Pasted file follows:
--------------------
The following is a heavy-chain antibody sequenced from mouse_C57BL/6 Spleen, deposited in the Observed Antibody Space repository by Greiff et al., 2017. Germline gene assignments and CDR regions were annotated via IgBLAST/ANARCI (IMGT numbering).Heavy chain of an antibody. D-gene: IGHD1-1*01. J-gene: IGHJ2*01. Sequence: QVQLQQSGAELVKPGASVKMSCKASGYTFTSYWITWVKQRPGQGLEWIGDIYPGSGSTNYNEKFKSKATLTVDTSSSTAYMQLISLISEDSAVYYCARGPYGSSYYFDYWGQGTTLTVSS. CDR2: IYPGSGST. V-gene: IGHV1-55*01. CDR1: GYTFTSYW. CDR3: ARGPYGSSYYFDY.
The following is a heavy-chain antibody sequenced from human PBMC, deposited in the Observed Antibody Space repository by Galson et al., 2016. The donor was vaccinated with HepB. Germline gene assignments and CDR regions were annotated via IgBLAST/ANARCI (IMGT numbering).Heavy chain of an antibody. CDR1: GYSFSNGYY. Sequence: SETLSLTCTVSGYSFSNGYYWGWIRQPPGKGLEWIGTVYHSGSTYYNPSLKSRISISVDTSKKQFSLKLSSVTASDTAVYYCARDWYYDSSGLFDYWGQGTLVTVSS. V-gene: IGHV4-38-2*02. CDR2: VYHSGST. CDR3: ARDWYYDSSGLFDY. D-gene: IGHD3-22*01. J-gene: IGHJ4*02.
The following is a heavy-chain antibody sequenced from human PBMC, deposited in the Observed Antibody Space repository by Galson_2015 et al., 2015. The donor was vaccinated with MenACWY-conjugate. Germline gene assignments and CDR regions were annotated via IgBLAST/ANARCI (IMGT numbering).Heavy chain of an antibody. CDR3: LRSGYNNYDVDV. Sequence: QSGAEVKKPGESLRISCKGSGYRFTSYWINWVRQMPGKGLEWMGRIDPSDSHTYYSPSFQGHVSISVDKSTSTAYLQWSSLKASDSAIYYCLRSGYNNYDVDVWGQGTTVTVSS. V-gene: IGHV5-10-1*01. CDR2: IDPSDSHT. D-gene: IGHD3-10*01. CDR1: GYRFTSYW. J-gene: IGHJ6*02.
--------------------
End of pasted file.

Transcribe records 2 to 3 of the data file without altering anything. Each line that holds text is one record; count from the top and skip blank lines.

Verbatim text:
The following is a heavy-chain antibody sequenced from human PBMC, deposited in the Observed Antibody Space repository by Galson et al., 2016. The donor was vaccinated with HepB. Germline gene assignments and CDR regions were annotated via IgBLAST/ANARCI (IMGT numbering).Heavy chain of an antibody. CDR1: GYSFSNGYY. Sequence: SETLSLTCTVSGYSFSNGYYWGWIRQPPGKGLEWIGTVYHSGSTYYNPSLKSRISISVDTSKKQFSLKLSSVTASDTAVYYCARDWYYDSSGLFDYWGQGTLVTVSS. V-gene: IGHV4-38-2*02. CDR2: VYHSGST. CDR3: ARDWYYDSSGLFDY. D-gene: IGHD3-22*01. J-gene: IGHJ4*02.
The following is a heavy-chain antibody sequenced from human PBMC, deposited in the Observed Antibody Space repository by Galson_2015 et al., 2015. The donor was vaccinated with MenACWY-conjugate. Germline gene assignments and CDR regions were annotated via IgBLAST/ANARCI (IMGT numbering).Heavy chain of an antibody. CDR3: LRSGYNNYDVDV. Sequence: QSGAEVKKPGESLRISCKGSGYRFTSYWINWVRQMPGKGLEWMGRIDPSDSHTYYSPSFQGHVSISVDKSTSTAYLQWSSLKASDSAIYYCLRSGYNNYDVDVWGQGTTVTVSS. V-gene: IGHV5-10-1*01. CDR2: IDPSDSHT. D-gene: IGHD3-10*01. CDR1: GYRFTSYW. J-gene: IGHJ6*02.